Do not fret or have any anxiety about anything, but in every circumstance and in everything, by prayer and petition ([b]definite requests), with thanksgiving, continue to make your wants known to God. And God’s peace [shall be yours, that [c]tranquil state of a soul assured of its salvation through Christ, and so fearing nothing from God and being content with its earthly lot of whatever sort that is, that peace] which transcends all understanding shall [d]garrison and mount guard over your hearts and minds in Christ Jesus, Philippians 4:6-7.

My brother in law Bob first introduced me to Rush in 1992. Initially, I didn’t get the show. Nor did I like Rush’s humor as some of his comments offended me as a Christian. Yet, the more I listened, I began to understand his political perspective. One comment that has stuck with me through years is “no listener ever graduates from his show as the learning never ends.” When I became a high school teacher back in 2002, I adopted some of Rush’s methods to form my favorite class: Steeling the Minds of America.

Thank [God] in everything [no matter what the circumstances may be, be thankful and give thanks], for this is the will of God for you [who are] in Christ Jesus [the Revealer and Mediator of that will]. 19 Do not quench (suppress or subdue) the [Holy] Spirit; 1 Thessalonians 5:18-19.

Attached is Rush’s detailed explanation of the first Thanksgiving in America. When I heard Rush’s account many years ago, this was far different from anything that I was taught as a child. The Pilgrims believed that God sent Squanto, a native American Indian, to help them survive their second winter in New England. Squanto’s knowledge and teachable spirit led these Pilgrims to have a tremendous harvest in 1621. This is the context of the first Thanksgiving feast so as you gather around a table to break bread with family, thank God for the Squantos in your life.

by Jay Mankus

Let Us Come Forward in Truth

In the days of Little House on the Prairie and Let it to Beaver, television attempted to present a moral or truth to viewers in each episode. While not every message was based on the Bible, America was a much more conservative culture. With each passing generation, executives and writers began to push the envelope further and further. Modern streaming services and series are a byproduct of this moral decay.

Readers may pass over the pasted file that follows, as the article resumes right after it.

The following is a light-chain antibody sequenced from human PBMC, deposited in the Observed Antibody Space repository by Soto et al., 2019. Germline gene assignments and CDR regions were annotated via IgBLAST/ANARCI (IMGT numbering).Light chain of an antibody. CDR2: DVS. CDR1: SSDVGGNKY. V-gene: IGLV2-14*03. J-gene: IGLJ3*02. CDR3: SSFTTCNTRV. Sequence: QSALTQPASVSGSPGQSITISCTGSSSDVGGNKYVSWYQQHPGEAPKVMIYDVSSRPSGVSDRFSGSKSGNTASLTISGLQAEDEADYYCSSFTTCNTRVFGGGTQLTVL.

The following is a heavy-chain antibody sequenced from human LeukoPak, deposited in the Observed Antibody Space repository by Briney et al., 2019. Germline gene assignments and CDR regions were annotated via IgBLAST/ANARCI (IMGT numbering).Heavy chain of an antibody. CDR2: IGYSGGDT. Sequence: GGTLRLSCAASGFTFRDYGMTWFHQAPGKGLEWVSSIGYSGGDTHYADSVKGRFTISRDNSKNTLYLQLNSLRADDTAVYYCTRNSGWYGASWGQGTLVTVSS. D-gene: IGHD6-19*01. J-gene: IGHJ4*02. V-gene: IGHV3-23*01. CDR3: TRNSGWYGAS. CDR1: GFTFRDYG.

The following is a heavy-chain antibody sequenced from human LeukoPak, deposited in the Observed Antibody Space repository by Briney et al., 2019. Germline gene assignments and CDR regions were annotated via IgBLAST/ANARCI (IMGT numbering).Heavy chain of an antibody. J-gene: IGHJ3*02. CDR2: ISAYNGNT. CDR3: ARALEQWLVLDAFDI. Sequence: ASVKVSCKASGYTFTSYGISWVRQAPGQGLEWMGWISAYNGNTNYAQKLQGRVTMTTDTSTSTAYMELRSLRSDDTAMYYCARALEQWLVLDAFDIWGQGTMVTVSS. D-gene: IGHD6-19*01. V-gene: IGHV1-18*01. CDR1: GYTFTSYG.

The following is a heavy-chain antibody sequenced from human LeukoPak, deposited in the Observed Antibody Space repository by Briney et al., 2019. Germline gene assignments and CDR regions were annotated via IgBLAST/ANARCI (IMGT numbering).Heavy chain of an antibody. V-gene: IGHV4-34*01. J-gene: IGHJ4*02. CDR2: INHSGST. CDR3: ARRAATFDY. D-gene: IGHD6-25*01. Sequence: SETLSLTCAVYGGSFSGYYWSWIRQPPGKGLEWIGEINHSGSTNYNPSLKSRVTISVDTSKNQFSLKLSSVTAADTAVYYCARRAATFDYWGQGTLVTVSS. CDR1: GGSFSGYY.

Let us all come forward and draw near with true (honest and sincere) hearts in unqualified assurance and absolute conviction engendered by faith (by [b]that leaning of the entire human personality on God in absolute trust and confidence in His power, wisdom, and goodness), having our hearts sprinkled and purified from a guilty (evil) conscience and our bodies cleansed with pure water, Hebrews 10:22.

Whenever anyone makes an error, mistake or outright sins, the Bible encourages individuals who have messed up to come forward in truth. Unfortunately, telling the truth is discouraged in many cultures; seen as a form of betrayal like a nark or snitch. Yet, in the passage above, faith involves laying everything on the line. Regardless of how you may feel, honesty remains the best policy.

Confess to one another therefore your faults (your slips, your false steps, your offenses, your sins) and pray [also] for one another, that you may be healed and restored [to a spiritual tone of mind and heart]. The earnest (heartfelt, continued) prayer of a righteous man makes tremendous power available [dynamic in its working], James 5:16.

My favorite class while attending Seminary was Revival and Revivalism. One of our textbooks studied the Great Awakenings. The second great awakening began when a young man felt compared to come up on stage and began to publicly confess his sins. When someone comes forward in truth, a spirit of confession can transform an entire congregation. Therefore, the next time you blow it big time, don’t be afraid to pour out your heart so that healing and restoration can begin.

by Jay Mankus

Stir Up, Stimulate and Incite the Love of Jesus

As a former high school teacher, there was always at least one student per class who knew how to stir up trouble. If I didn’t identify this individual quickly, it wasn’t long before I lost control of an entire classroom. Yet, stir up does include synonyms that can be construed as positive. In the passage below, one New Testament author refers to someone who generates, sparks and triggers an atmosphere of love.